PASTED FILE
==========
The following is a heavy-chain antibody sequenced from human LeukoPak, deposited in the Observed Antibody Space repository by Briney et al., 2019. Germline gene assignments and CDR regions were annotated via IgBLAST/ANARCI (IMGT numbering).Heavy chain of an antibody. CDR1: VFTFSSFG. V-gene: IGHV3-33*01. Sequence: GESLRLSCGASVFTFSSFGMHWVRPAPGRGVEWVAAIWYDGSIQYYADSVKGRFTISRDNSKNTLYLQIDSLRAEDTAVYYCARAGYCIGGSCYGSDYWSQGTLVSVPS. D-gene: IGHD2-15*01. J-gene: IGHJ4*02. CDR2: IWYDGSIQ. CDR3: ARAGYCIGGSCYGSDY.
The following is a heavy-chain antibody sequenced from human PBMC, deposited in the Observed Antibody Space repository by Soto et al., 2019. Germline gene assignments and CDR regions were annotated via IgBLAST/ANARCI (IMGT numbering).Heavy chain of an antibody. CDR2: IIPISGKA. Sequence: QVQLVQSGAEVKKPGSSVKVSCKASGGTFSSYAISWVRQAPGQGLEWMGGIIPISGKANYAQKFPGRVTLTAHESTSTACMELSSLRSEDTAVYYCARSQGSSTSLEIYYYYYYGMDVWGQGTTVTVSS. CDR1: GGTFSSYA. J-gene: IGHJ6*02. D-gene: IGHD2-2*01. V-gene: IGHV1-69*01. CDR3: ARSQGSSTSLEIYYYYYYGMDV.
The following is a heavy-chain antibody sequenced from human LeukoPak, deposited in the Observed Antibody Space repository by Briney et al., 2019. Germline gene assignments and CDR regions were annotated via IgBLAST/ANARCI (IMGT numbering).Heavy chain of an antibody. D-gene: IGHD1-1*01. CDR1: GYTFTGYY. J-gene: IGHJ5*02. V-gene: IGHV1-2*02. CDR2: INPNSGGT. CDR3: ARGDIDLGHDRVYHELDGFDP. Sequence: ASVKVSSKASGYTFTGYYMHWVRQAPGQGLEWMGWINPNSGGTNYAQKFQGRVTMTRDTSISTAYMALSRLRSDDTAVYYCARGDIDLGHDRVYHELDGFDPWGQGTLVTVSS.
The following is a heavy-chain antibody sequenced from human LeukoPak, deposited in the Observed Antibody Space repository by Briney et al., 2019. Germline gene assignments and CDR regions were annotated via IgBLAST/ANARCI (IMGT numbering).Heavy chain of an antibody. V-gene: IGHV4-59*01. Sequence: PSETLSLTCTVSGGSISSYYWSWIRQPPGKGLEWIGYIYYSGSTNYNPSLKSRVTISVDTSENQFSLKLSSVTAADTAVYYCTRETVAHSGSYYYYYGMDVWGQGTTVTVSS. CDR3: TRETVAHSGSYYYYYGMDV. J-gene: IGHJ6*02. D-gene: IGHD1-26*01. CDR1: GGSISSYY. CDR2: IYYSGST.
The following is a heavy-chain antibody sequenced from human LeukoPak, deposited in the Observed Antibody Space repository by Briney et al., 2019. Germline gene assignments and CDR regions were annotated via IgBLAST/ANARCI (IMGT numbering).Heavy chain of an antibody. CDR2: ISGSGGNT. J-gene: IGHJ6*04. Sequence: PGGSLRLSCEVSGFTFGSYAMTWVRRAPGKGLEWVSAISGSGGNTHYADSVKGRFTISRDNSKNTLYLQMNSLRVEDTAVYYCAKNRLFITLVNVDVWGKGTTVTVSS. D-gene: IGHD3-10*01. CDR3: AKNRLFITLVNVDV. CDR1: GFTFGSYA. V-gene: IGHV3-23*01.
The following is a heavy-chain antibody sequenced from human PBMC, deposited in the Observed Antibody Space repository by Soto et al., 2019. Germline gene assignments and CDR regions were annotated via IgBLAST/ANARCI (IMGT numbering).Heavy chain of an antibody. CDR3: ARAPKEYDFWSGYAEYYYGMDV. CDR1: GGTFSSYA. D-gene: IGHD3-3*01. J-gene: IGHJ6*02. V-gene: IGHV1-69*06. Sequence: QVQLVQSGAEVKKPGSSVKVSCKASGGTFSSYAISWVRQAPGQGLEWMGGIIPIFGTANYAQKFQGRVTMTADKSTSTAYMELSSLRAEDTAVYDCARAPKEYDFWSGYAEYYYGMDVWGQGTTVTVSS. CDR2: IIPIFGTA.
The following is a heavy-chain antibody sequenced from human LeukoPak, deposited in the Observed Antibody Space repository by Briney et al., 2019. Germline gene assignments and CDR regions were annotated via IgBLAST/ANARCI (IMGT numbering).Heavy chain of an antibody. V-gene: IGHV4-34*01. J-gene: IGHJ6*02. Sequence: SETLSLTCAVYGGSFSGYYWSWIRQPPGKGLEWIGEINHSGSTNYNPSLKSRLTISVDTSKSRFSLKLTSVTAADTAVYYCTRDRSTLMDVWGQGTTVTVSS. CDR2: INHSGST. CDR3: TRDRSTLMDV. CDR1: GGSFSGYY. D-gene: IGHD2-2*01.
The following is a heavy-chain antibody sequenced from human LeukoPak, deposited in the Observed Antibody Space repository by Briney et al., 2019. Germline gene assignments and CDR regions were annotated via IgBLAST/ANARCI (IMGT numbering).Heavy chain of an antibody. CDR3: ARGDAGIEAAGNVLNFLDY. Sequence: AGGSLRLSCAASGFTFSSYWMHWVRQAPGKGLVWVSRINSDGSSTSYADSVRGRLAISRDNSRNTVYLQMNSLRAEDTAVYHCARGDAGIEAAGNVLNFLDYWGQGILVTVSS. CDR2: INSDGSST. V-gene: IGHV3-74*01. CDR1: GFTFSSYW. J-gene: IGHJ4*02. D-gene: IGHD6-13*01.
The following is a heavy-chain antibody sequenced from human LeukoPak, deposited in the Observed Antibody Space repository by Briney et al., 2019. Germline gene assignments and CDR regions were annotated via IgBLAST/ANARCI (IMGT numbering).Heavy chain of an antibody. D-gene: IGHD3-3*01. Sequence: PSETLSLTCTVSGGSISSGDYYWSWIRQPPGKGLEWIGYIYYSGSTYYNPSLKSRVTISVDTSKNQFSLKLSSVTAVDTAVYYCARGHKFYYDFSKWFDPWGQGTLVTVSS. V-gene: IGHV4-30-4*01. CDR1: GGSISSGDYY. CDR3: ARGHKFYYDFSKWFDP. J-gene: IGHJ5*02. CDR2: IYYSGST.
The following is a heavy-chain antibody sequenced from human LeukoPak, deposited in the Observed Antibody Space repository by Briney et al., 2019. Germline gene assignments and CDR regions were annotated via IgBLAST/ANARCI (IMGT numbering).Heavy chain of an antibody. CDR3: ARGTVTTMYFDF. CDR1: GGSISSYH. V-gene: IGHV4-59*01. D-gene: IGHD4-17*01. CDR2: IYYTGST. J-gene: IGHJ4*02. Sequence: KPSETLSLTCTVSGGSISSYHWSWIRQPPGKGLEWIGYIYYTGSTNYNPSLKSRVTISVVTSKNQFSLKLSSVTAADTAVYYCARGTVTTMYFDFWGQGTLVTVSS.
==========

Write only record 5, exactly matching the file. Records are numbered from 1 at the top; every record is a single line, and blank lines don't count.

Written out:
The following is a heavy-chain antibody sequenced from human LeukoPak, deposited in the Observed Antibody Space repository by Briney et al., 2019. Germline gene assignments and CDR regions were annotated via IgBLAST/ANARCI (IMGT numbering).Heavy chain of an antibody. CDR2: ISGSGGNT. J-gene: IGHJ6*04. Sequence: PGGSLRLSCEVSGFTFGSYAMTWVRRAPGKGLEWVSAISGSGGNTHYADSVKGRFTISRDNSKNTLYLQMNSLRVEDTAVYYCAKNRLFITLVNVDVWGKGTTVTVSS. D-gene: IGHD3-10*01. CDR3: AKNRLFITLVNVDV. CDR1: GFTFGSYA. V-gene: IGHV3-23*01.